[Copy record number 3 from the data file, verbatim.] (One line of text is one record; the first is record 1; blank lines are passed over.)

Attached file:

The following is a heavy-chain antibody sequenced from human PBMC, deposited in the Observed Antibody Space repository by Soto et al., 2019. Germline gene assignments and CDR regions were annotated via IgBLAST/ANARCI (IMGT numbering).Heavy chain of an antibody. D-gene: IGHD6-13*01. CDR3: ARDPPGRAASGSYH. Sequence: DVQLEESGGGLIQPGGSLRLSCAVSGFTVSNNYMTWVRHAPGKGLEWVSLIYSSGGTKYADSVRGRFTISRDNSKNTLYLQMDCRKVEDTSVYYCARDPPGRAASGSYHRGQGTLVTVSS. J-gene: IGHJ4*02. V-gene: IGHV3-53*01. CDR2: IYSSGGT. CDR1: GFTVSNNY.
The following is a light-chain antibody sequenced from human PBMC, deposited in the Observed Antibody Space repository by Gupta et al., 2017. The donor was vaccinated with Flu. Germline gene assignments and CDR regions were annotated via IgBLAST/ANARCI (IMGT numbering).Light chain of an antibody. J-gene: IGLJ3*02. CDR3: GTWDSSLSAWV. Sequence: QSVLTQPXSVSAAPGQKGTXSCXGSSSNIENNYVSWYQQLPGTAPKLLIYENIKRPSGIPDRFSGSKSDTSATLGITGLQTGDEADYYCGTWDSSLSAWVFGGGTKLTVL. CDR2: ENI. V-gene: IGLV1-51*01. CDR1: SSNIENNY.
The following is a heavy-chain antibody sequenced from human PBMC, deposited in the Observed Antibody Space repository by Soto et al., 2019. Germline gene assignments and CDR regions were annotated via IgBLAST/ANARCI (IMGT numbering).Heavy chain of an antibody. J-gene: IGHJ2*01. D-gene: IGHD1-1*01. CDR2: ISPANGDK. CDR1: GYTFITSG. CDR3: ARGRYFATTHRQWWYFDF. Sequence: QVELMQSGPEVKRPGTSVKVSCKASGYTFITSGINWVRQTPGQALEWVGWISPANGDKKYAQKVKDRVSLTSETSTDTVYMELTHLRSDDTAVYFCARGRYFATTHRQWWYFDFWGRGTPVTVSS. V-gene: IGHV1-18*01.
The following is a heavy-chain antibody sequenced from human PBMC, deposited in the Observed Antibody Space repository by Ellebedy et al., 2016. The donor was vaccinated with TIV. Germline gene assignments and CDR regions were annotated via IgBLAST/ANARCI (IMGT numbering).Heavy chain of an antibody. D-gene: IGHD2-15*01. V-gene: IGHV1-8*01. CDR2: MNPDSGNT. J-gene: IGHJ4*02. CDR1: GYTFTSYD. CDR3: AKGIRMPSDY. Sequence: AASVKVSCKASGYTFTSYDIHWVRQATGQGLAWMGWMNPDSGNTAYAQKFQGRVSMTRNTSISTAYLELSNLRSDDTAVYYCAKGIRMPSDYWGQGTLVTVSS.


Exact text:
The following is a heavy-chain antibody sequenced from human PBMC, deposited in the Observed Antibody Space repository by Soto et al., 2019. Germline gene assignments and CDR regions were annotated via IgBLAST/ANARCI (IMGT numbering).Heavy chain of an antibody. J-gene: IGHJ2*01. D-gene: IGHD1-1*01. CDR2: ISPANGDK. CDR1: GYTFITSG. CDR3: ARGRYFATTHRQWWYFDF. Sequence: QVELMQSGPEVKRPGTSVKVSCKASGYTFITSGINWVRQTPGQALEWVGWISPANGDKKYAQKVKDRVSLTSETSTDTVYMELTHLRSDDTAVYFCARGRYFATTHRQWWYFDFWGRGTPVTVSS. V-gene: IGHV1-18*01.